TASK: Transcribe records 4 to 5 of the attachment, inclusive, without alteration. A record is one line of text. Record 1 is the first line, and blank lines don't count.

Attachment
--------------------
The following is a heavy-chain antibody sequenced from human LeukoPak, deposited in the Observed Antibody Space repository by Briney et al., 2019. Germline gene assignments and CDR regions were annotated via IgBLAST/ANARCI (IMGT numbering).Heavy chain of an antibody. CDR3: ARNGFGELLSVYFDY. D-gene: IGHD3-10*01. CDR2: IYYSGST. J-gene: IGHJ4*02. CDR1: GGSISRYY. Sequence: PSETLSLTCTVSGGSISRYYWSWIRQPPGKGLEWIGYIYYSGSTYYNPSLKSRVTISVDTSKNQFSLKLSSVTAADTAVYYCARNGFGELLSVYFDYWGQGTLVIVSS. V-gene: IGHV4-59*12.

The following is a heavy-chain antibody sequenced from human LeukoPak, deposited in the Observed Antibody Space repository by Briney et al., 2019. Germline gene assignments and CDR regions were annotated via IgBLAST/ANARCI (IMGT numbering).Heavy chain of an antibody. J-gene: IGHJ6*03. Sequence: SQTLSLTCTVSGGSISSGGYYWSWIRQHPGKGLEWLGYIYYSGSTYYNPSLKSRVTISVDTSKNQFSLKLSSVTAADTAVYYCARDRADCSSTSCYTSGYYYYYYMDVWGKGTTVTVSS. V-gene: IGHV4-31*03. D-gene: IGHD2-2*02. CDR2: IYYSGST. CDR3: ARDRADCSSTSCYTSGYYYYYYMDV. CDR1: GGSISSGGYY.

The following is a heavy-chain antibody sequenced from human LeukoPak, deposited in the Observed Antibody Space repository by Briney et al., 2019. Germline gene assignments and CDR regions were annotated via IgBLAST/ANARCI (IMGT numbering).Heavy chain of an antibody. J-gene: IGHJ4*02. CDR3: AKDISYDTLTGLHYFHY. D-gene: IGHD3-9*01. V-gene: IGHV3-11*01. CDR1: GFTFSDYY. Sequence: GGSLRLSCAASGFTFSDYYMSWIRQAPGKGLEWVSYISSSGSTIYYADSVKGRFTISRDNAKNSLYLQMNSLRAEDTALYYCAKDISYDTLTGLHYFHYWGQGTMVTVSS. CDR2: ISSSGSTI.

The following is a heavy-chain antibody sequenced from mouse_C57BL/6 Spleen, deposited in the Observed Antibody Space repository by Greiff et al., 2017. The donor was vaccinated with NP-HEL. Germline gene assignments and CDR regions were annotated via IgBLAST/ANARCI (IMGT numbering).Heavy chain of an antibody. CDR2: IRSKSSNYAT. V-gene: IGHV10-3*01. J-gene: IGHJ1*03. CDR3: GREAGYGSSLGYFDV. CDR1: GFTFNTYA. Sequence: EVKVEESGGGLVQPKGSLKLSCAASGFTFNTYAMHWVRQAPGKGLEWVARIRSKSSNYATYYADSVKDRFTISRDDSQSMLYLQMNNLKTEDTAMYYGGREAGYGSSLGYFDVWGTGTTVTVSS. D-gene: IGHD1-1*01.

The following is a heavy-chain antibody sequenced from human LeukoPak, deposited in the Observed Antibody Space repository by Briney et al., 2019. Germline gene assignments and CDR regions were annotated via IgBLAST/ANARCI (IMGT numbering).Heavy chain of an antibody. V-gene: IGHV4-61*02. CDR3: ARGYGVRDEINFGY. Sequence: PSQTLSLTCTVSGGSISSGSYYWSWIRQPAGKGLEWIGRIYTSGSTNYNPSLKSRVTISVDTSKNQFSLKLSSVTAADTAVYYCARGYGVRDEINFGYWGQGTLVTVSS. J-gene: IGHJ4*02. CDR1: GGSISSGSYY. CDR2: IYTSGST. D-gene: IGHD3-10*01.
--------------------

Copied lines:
The following is a heavy-chain antibody sequenced from mouse_C57BL/6 Spleen, deposited in the Observed Antibody Space repository by Greiff et al., 2017. The donor was vaccinated with NP-HEL. Germline gene assignments and CDR regions were annotated via IgBLAST/ANARCI (IMGT numbering).Heavy chain of an antibody. CDR2: IRSKSSNYAT. V-gene: IGHV10-3*01. J-gene: IGHJ1*03. CDR3: GREAGYGSSLGYFDV. CDR1: GFTFNTYA. Sequence: EVKVEESGGGLVQPKGSLKLSCAASGFTFNTYAMHWVRQAPGKGLEWVARIRSKSSNYATYYADSVKDRFTISRDDSQSMLYLQMNNLKTEDTAMYYGGREAGYGSSLGYFDVWGTGTTVTVSS. D-gene: IGHD1-1*01.

The following is a heavy-chain antibody sequenced from human LeukoPak, deposited in the Observed Antibody Space repository by Briney et al., 2019. Germline gene assignments and CDR regions were annotated via IgBLAST/ANARCI (IMGT numbering).Heavy chain of an antibody. V-gene: IGHV4-61*02. CDR3: ARGYGVRDEINFGY. Sequence: PSQTLSLTCTVSGGSISSGSYYWSWIRQPAGKGLEWIGRIYTSGSTNYNPSLKSRVTISVDTSKNQFSLKLSSVTAADTAVYYCARGYGVRDEINFGYWGQGTLVTVSS. J-gene: IGHJ4*02. CDR1: GGSISSGSYY. CDR2: IYTSGST. D-gene: IGHD3-10*01.